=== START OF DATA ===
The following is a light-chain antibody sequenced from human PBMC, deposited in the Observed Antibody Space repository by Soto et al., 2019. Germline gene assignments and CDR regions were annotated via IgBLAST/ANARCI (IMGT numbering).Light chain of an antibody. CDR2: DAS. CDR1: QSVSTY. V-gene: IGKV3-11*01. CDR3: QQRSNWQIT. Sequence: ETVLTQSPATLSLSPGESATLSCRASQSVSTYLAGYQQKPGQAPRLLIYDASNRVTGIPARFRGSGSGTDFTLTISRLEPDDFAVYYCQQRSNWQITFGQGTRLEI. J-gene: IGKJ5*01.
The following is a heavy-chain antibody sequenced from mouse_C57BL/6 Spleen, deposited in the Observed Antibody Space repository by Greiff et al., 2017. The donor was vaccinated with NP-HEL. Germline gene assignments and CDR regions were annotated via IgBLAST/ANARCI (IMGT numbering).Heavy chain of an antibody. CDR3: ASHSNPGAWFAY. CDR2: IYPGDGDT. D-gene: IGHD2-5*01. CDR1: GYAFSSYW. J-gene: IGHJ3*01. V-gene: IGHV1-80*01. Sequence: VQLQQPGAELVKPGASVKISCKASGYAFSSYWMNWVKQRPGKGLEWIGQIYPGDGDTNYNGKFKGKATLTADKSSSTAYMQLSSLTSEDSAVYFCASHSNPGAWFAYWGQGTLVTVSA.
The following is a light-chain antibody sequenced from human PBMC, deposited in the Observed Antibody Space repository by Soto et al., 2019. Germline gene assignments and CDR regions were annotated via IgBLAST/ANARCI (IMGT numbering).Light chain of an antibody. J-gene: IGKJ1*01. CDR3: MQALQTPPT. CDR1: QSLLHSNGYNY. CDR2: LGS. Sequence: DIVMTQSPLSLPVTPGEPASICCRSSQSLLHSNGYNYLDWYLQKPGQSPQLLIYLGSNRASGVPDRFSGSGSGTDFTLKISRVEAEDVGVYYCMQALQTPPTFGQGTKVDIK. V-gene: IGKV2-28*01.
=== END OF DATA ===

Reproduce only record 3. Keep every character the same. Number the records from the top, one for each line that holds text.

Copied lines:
The following is a light-chain antibody sequenced from human PBMC, deposited in the Observed Antibody Space repository by Soto et al., 2019. Germline gene assignments and CDR regions were annotated via IgBLAST/ANARCI (IMGT numbering).Light chain of an antibody. J-gene: IGKJ1*01. CDR3: MQALQTPPT. CDR1: QSLLHSNGYNY. CDR2: LGS. Sequence: DIVMTQSPLSLPVTPGEPASICCRSSQSLLHSNGYNYLDWYLQKPGQSPQLLIYLGSNRASGVPDRFSGSGSGTDFTLKISRVEAEDVGVYYCMQALQTPPTFGQGTKVDIK. V-gene: IGKV2-28*01.